6) If you had to sum up The Tear Collector in one word what would it be?
7) Are there any new authors that have sparked your interest?
Okay, true confession: before I wrote for teens, I worked as a teen librarian and read hundreds of YA books every year. One year, I topped 300. I’m down to a handful, and mainly by authors that I’ll be speaking with on a panel. I liked books by two “stable mates” – Perfect Chemistry by Simone Elkeles and Jeannine Garsee's novel Before, After, and Somebody In Between. Like most people, I was just blown away by WinterGirls by Laurie Halse Anderson. I do have a good reads page, although I’m not that good about keeping it up-to-date. I mainly read nonfiction: any pro wrestling book, some baseball biography, and
8) What book are you currently reading?
I’m rereading The Coldest Winter by David Halberstam about the Korean War in my nonfiction pile, and from the teen pile, I just finished Unraveling by Michelle Baldini and Lynn Biederman, this great novel about a 15 year old girl's rocky road toward her first sexual experience. It was funny, touching, and a perfect voice. Two books I also just read and even blurbed were The Mitochonrial Curiousities of Marcels 1 - 19, which is a lot better than it's title. Again, great voice. Also Hate List by Jennifer Brown (I guess I'm reading only B books) which takes on the always difficult topic of school shootings with an interesting angle with the book told from the POV of the shooter's girlfriend. All three of these books are first person accounts with strong females voices of young women learning to deal with loss.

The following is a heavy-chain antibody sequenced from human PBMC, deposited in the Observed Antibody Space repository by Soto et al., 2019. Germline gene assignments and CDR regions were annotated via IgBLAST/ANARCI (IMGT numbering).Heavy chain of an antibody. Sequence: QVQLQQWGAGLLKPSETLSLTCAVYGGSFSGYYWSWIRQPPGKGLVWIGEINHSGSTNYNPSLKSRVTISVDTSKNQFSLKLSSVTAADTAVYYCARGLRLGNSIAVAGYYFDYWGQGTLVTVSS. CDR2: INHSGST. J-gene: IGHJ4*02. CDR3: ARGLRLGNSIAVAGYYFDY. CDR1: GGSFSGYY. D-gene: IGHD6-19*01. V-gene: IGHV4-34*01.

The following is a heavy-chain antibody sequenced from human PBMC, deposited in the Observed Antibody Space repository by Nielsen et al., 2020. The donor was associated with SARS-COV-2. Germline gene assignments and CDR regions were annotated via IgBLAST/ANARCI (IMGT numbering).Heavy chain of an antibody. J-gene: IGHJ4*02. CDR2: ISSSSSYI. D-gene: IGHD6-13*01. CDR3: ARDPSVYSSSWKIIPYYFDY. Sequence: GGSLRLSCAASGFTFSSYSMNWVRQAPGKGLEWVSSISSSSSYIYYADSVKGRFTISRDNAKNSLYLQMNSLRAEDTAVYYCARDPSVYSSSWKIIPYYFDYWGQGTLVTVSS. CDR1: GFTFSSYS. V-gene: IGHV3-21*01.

9) Do you have anything specific that you want to say to your readers?
There are several things in Tear Collector unexplained. Some because it was hard to work them in the narrative without it seeming like an info dump, and others because like most writers of speculative fiction, I’m thinking of other books with the same characters or same “world” and don’t want to give it all away in one setting. The main thing I’d want to say to readers of Tear Collector is I want to hear from you about what you liked, what you didn’t like, and what you wish you knew more about. I’m easy to find via email, facebook, or myspace.
10) Tell us something about yourself that no one knows about.
Other than wrestling, my favorite TV show growing up – and this only people in